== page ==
Is There Light at the End of the Postal Tunnel?
In the first of a two-part series examining the recent passage of the postal rate-making reform law and its effect on catalogers, this week I’ll provide background on the U.S. Postal Service’s rate-making policy and how the new postal reform law will benefit direct marketers.
First, let’s examine why and how catalogers found themselves on the short end of the stick following the implementation of new postal rates last May.
Way back in 1990, the USPS asked the Postal Rate Commission (PRC) to recommend postal rates that would begin to reflect the processing-cost differences caused by the shape of the mail. The least expensive shape for the USPS to process, transport and deliver is letter mail, followed by flat-shaped mail (most catalogs) and then parcels. The PRC agreed, and the letter/flat rate differential was born. This 1990 rate differential, however, was far smaller than the actual cost differential since the USPS wanted to phase in a full rate differential to avoid “rate shock.” This philosophy remained until 2007.
In this year’s rate case, the USPS held true to its 1990 philosophy and proposed Standard mail rates that continued to slowly increase the letter/flat rate differential. The Postal Regulatory Commission (as renamed and redefined under postal reform), however, decided that the rate difference should match the cost differential. Thus, the average 9 percent rate increase for Standard mail became a 20 percent to 40 percent rate increase for many catalogs.
Under the old 1970 postal law, postal rates were based on the cost of providing the service. The PRC decided that since flat-shaped mail is more costly to process, its postage should reflect that difference. Moreover, the PRC believed that catalog mailers could adjust their mailings to mitigate the effects of this high-rate increase.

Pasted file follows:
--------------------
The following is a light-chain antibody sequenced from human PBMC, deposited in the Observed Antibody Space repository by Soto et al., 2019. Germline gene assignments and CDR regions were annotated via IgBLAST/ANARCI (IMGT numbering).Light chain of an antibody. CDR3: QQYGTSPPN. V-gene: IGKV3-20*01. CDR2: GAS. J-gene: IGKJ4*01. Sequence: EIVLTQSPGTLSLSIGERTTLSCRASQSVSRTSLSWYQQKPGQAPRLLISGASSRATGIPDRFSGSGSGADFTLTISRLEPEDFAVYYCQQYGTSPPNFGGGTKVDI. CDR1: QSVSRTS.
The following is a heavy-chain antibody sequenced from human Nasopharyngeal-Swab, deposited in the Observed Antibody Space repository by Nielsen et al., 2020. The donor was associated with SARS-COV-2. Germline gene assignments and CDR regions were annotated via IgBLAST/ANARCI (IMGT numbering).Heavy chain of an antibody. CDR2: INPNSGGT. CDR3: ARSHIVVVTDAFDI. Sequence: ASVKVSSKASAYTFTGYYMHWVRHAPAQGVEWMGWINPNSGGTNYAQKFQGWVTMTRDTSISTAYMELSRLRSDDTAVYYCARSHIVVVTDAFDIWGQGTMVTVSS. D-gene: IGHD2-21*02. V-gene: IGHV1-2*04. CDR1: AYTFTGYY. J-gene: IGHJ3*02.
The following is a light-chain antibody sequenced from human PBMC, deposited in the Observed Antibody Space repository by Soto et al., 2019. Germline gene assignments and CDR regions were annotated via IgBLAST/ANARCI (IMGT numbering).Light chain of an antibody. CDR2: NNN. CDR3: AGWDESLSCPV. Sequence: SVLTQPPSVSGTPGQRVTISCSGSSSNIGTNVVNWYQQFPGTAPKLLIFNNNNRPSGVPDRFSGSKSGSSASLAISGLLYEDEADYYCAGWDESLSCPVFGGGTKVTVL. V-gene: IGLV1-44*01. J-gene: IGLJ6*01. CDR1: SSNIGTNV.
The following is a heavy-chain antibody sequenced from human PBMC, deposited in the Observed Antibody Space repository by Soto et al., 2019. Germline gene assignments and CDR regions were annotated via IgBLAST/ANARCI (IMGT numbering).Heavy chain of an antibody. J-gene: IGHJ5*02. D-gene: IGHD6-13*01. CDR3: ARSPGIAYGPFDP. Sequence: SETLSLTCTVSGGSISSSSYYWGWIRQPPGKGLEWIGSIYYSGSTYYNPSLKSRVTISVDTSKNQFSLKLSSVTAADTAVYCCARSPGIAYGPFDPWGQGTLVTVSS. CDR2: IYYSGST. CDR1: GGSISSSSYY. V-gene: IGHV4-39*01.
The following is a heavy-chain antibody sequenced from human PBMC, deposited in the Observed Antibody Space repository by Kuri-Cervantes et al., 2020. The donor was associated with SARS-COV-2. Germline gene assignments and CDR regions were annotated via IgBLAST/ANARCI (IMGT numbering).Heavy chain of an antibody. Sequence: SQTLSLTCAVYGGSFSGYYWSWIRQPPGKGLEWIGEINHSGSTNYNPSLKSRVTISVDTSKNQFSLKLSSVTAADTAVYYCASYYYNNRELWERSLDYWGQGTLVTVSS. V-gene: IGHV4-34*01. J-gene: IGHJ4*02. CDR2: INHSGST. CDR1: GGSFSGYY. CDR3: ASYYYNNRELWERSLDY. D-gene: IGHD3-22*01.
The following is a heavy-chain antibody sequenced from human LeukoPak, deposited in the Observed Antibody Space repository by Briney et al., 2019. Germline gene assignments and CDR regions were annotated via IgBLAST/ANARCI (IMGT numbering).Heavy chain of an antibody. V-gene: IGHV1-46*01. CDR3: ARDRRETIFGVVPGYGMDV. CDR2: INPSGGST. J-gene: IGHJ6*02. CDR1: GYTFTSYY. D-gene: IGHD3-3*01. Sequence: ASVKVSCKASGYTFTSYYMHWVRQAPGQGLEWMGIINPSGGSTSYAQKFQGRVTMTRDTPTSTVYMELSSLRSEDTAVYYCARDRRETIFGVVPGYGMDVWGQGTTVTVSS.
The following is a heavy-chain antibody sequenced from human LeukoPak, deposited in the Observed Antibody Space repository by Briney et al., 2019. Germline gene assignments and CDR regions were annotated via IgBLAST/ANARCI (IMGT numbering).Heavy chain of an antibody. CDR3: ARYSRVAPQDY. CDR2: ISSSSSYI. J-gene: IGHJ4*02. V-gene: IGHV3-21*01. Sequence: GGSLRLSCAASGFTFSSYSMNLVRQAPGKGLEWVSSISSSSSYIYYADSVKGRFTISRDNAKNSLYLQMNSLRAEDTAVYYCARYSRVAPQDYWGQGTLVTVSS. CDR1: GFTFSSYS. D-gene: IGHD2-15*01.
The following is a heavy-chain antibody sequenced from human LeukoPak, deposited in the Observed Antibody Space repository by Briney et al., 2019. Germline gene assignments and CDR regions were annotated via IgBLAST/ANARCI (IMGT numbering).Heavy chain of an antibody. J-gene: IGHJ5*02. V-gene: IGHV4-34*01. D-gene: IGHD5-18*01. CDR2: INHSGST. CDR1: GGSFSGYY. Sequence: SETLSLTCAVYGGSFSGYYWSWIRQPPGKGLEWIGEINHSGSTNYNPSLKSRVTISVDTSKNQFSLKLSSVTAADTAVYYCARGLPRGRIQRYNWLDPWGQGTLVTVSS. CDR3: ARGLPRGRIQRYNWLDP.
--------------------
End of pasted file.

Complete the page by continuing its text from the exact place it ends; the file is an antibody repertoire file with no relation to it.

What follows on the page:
Experts differ on whether or not the full cost differential is reflected in the current rates. (Personally, I think it is.) This difference in opinion helped lead the DMA to conclude that it wanted to avoid another old-law, cost-of-service rate case. Therefore, this year we worked with the PRC and the USPS to have the new rate-making procedure rules completed by the end of October, and they were.
That work has paid dividends. In October the PRC released final regulations to implement new, modern rate-making and classification systems for market dominant and competitive mail products. This came eight months ahead of schedule. Then on Nov. 15, the USPS Board of Governors decided that future prices will be adjusted using these new regulations. So the next postal rate change will be under the 2006 postal reform law, not the antiquated 1970 postal law.
Here’s how that affects you. First, expect a postage change in late spring or early summer of 2008. For Standard mail, First Class mail and single-piece parcels, the average increase by class will be limited to the consumer price index (CPI). Currently the CPI change is between 2 percent and 3 percent, but mailers should expect an average 3 percent postage increase. Not every mailer will receive the average increase, however, because the new law allows the USPS to differentiate among mail within each class. Fortunately, the CPI cap acts as a moderator of postal rate shifts within classes of mail. For example, flat-shaped mail comprises 25 percent of the volume of Standard mail and 34 percent of the revenue. With a 3 percent rate cap, the USPS couldn’t raise the flat-shaped mail rate by 20 percent without dramatic decreases in the rest of Standard Mail.
Likewise, it would be difficult for the USPS to decrease flat-shaped rates by 20 percent if the average increase was 3 percent. The cap, therefore, forces the USPS to continue with its 1990 philosophy — which it supported in the last rate case — of gradual change in rate relationships.
Next week in the second installment of this two-part series, I’ll look at how the shape of your catalog and the market effects (i.e., the amount of mail the USPS processes) may influence future rate increases.
Jerry Cerasale is senior vice president, government affairs, for The Direct Marketing Association. You can reach him at firstname.lastname@example.org.